In manufacturing, the simulated moving bed (SMB) process is a highly engineered process for implementing chromatographic separation. It is used to separate one chemical compound or one class of chemical compounds from one or more other chemical compounds to provide significant quantities of the purified or enriched material at a lower cost than could be obtained using simple (batch) chromatography. It cannot provide any separation or purification that cannot be done by a simple column purification. The process is rather complicated. The single advantage which it brings to a chromatographic purification is that it allows the production of large quantities of highly purified material at a dramatically reduced cost. The cost reductions come about as a result of: the use of a smaller amount of chromatographic separation media stationary phase, a continuous and high rate of production, and decreased solvent and energy requirements. This improved economic performance is brought about by a valve-and-column arrangement that is used to lengthen the stationary phase indefinitely and allow very high solute loadings to the process.

<span class="mw-page-title-main">Natural-gas processing</span> Industrial processes designed to purify raw natural gas

Natural-gas processing is a range of industrial processes designed to purify raw natural gas by removing contaminants such as solids, water, carbon dioxide (CO2), hydrogen sulfide (H2S), mercury and higher molecular mass hydrocarbons (condensate) to produce pipeline quality dry natural gas for pipeline distribution and final use. Some of the substances which contaminate natural gas have economic value and are further processed or sold. Hydrocarbons that are liquid at ambient conditions: temperature and pressure (i.e., pentane and heavier) are called natural-gas condensate (sometimes also called natural gasoline or simply condensate).

Acid–base extraction is a subclass of liquid–liquid extractions and involves the separation of chemical species from other acidic or basic compounds. It is typically performed during the work-up step following a chemical synthesis to purify crude compounds and results in the product being largely free of acidic or basic impurities. A separatory funnel is commonly used to perform an acid-base extraction.

The history of chromatography spans from the mid-19th century to the 21st. Chromatography, literally "color writing", was used—and named— in the first decade of the 20th century, primarily for the separation of plant pigments such as chlorophyll and carotenoids. New forms of chromatography developed in the 1930s and 1940s made the technique useful for a wide range of separation processes and chemical analysis tasks, especially in biochemistry.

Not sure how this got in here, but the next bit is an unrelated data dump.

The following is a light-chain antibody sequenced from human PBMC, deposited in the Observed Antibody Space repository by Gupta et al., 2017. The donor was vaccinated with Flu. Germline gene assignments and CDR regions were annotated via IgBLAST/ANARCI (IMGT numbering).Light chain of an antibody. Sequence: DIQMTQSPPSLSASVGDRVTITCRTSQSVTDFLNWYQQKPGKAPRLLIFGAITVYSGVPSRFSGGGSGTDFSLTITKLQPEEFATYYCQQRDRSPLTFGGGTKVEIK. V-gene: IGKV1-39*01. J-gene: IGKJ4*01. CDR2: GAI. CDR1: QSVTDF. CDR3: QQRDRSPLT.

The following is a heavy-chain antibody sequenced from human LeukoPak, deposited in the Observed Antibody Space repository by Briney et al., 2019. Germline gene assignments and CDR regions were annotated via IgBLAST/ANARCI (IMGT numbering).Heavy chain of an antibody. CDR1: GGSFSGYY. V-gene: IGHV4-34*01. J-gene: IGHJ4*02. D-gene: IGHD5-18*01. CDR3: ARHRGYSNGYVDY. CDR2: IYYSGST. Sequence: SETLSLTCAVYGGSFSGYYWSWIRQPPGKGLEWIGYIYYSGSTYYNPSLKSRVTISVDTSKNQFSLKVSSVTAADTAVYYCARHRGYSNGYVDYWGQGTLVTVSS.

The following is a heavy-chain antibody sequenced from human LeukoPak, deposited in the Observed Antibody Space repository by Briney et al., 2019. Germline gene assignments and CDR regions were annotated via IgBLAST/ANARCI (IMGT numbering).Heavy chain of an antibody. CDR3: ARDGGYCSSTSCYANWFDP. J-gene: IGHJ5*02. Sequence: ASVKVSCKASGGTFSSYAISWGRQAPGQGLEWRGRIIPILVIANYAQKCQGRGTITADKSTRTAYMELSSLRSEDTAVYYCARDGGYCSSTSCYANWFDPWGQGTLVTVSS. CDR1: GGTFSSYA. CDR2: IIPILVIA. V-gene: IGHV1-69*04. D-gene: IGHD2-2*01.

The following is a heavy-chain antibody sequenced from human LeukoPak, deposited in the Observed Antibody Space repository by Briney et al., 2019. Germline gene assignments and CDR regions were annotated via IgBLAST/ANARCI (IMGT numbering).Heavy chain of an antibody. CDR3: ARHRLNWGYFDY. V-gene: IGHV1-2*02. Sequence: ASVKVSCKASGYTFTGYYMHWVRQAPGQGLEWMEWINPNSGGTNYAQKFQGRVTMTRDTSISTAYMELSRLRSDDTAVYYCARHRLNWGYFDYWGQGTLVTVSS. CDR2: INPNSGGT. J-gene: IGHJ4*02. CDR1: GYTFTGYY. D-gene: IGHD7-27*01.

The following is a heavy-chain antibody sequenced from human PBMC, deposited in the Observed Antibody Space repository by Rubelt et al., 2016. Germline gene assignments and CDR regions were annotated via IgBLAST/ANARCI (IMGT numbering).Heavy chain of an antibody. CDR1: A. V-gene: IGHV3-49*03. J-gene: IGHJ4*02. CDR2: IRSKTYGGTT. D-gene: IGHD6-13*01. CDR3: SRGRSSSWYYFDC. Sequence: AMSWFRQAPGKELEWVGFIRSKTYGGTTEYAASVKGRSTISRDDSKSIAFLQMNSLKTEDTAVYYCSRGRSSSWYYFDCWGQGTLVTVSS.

Partition chromatography theory and practice was introduced through the work and publications of Archer Martin and Richard Laurence Millington Synge during the 1940s. They would later receive the 1952 Nobel Prize in Chemistry "for their invention of partition chromatography".

<span class="mw-page-title-main">Countercurrent chromatography</span>

Countercurrent chromatography is a form of liquid–liquid chromatography that uses a liquid stationary phase that is held in place by inertia of the molecules composing the stationary phase accelerating toward the center of a centrifuge due to centripetal force and is used to separate, identify, and quantify the chemical components of a mixture. In its broadest sense, countercurrent chromatography encompasses a collection of related liquid chromatography techniques that employ two immiscible liquid phases without a solid support. The two liquid phases come in contact with each other as at least one phase is pumped through a column, a hollow tube or a series of chambers connected with channels, which contains both phases. The resulting dynamic mixing and settling action allows the components to be separated by their respective solubilities in the two phases. A wide variety of two-phase solvent systems consisting of at least two immiscible liquids may be employed to provide the proper selectivity for the desired separation.

Centrifugal partition chromatography is a special chromatographic technique where both stationary and mobile phase are liquid, and the stationary phase is immobilized by a strong centrifugal force. Centrifugal partition chromatography consists of a series-connected network of extraction cells, which operates as elemental extractors, and the efficiency is guaranteed by the cascade.


  1. Wilson, Ian D.; Adlard, Edward R.; Cooke, Michael; et al., eds. (2000). Encyclopedia of separation science. San Diego: Academic Press. ISBN   978-0-12-226770-3.

Further reading